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In spite of the cloak and dagger secrecy with which the European Commission is trying to shroud its ACTA negotiators, Trade Commissioner Karel de Grucht let slip a few nuggets of information on Tuesday  afternoon - including comments on 3-strikes measures.


Speaking in a hearing with the European Parliament's Civil Liberties committee, which was public, Commissioner De Grucht said that he did not expect much progress at the next round of the ACTA (Anti-counterfeiting Trade Agreement)  negotiations - which will be in Washington in late July.  And he further predicted that there was   unlikely to be movement on ACTA  before September.

The reason for the stalling is a difference of

opinion between the negotiating countries over the scope. Some want the ACTA to include  patents and designs, others want it to be ‘just' trade marks and copyright.


On the Internet issues, De Grucht was questioned heavily by  MEPs Stavros Lambrinidis and Jan Albrecht, (and one other whose name I did not quite catch).


Stavros  Lambrinidis, pointing out that the devil is in the detail, pressed Commissioner De Grucht on ISP liability. He expressed the concern that ACTA may not force a 3-strikes regime but does allow it, and that under such a regime, ISPs could be obligated to follow the downloading patterns of their users.


The answer from Commissioner De Grucht  was unexpected – and quite concerning. De Grucht acknowledged that a 3-strikes approach is not forbidden by ACTA, but that any implementation is down to Member State or EU law.  He further said that individual member states may adopt 3-strikes measures, citing France as his example. Then he went on to say “it is not excluded that the EU would adopt legislation in this respect and that would be material legislation”.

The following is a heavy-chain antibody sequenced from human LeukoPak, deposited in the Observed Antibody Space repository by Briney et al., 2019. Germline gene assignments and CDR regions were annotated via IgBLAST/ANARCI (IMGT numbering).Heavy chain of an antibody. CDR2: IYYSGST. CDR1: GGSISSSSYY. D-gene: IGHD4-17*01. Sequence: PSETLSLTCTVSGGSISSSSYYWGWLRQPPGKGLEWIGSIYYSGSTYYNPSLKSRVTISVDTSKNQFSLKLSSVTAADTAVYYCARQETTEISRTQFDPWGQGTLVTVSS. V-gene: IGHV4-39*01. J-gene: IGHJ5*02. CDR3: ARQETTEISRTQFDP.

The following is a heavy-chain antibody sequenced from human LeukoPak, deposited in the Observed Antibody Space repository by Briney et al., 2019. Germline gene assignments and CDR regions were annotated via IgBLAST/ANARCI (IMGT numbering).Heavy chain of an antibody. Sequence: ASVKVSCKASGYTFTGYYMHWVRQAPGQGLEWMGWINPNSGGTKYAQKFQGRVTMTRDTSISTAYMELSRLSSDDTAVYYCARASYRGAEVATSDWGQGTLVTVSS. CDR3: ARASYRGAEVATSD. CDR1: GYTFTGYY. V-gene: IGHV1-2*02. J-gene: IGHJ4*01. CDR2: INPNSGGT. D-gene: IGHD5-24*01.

From what I understand, the European Commission had shelved any such plans that it might have had in the wake of the Amendment 138 debate in the Telecoms Package. Unless this is a hint that something has changed.If that is the case, then it is in the public interest for it to be clarified. 

  De Grucht  also  claimed that ACTA is in line with the E-commerce directive - a view which would be difficult to substantiate if put to the test, and illustrating once  again how  DG Trade do not appear to understand the nature of the legal changes that ACTA could create.

 Jan Albrecht asked about the Telecoms Package final agreement, to which Commissioner De Grucht did not provide an answer.


A video of the European Parliament Civil Liberties (LIBE) session  on ACTA  is available via this link :


This article is licensed under a Creative Commons Attribution Non-commercial-Share Alike 2.5 UK:England and Wales License. It may be used for non-commercial purposes only, and the author's name should be attributed. The correct attribution for this article is: Monica Horten (2010) ACTA will stall until Autumn, says European Commissioner , 14 July 2010 .  


Iptegrity in brief is the website of Dr Monica Horten. I’ve been analysing analysing digital policy since 2008. Way back then, I identified how issues around rights can influence Internet policy, and that has been a thread throughout all of my research. I hold a PhD in EU Communications Policy from the University of Westminster (2010), and a Post-graduate diploma in marketing.   I’ve served as an independent expert on the Council of Europe  Committee on Internet Freedoms, and was involved in a capacity building project in Moldova, Georgia, and Ukraine. I am currently (from June 2022)  Policy Manager - Freedom of Expression, with the Open Rights Group. For more, see About Iptegrity is made available free of charge for  non-commercial use, Please link-back & attribute Monica Horten. Thank you for respecting this.

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